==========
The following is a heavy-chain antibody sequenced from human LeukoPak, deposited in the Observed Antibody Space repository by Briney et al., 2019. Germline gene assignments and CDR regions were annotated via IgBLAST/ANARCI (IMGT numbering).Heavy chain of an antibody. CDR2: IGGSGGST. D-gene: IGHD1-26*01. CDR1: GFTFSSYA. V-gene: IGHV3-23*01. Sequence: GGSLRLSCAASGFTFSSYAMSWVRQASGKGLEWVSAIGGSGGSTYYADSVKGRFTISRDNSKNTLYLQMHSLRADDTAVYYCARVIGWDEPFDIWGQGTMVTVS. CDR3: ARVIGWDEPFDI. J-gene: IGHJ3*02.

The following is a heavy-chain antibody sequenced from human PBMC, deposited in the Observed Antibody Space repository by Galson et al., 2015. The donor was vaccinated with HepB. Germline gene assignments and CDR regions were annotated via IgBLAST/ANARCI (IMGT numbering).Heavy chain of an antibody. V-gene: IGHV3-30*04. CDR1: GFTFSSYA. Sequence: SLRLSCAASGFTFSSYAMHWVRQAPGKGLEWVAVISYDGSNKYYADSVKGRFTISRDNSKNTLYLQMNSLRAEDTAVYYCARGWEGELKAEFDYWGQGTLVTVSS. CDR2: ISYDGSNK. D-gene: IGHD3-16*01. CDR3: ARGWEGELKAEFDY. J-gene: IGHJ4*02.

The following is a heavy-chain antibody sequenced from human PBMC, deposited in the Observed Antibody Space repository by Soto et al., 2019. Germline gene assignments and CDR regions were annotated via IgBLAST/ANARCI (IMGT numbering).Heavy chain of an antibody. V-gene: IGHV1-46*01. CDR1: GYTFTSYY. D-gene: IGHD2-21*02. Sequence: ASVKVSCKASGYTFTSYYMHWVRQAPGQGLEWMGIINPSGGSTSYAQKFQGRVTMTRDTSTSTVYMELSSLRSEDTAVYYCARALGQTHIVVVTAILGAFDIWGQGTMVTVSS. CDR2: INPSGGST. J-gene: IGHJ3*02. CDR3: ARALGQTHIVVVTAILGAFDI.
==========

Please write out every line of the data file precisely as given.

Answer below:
The following is a heavy-chain antibody sequenced from human LeukoPak, deposited in the Observed Antibody Space repository by Briney et al., 2019. Germline gene assignments and CDR regions were annotated via IgBLAST/ANARCI (IMGT numbering).Heavy chain of an antibody. CDR2: IGGSGGST. D-gene: IGHD1-26*01. CDR1: GFTFSSYA. V-gene: IGHV3-23*01. Sequence: GGSLRLSCAASGFTFSSYAMSWVRQASGKGLEWVSAIGGSGGSTYYADSVKGRFTISRDNSKNTLYLQMHSLRADDTAVYYCARVIGWDEPFDIWGQGTMVTVS. CDR3: ARVIGWDEPFDI. J-gene: IGHJ3*02.

The following is a heavy-chain antibody sequenced from human PBMC, deposited in the Observed Antibody Space repository by Galson et al., 2015. The donor was vaccinated with HepB. Germline gene assignments and CDR regions were annotated via IgBLAST/ANARCI (IMGT numbering).Heavy chain of an antibody. V-gene: IGHV3-30*04. CDR1: GFTFSSYA. Sequence: SLRLSCAASGFTFSSYAMHWVRQAPGKGLEWVAVISYDGSNKYYADSVKGRFTISRDNSKNTLYLQMNSLRAEDTAVYYCARGWEGELKAEFDYWGQGTLVTVSS. CDR2: ISYDGSNK. D-gene: IGHD3-16*01. CDR3: ARGWEGELKAEFDY. J-gene: IGHJ4*02.

The following is a heavy-chain antibody sequenced from human PBMC, deposited in the Observed Antibody Space repository by Soto et al., 2019. Germline gene assignments and CDR regions were annotated via IgBLAST/ANARCI (IMGT numbering).Heavy chain of an antibody. V-gene: IGHV1-46*01. CDR1: GYTFTSYY. D-gene: IGHD2-21*02. Sequence: ASVKVSCKASGYTFTSYYMHWVRQAPGQGLEWMGIINPSGGSTSYAQKFQGRVTMTRDTSTSTVYMELSSLRSEDTAVYYCARALGQTHIVVVTAILGAFDIWGQGTMVTVSS. CDR2: INPSGGST. J-gene: IGHJ3*02. CDR3: ARALGQTHIVVVTAILGAFDI.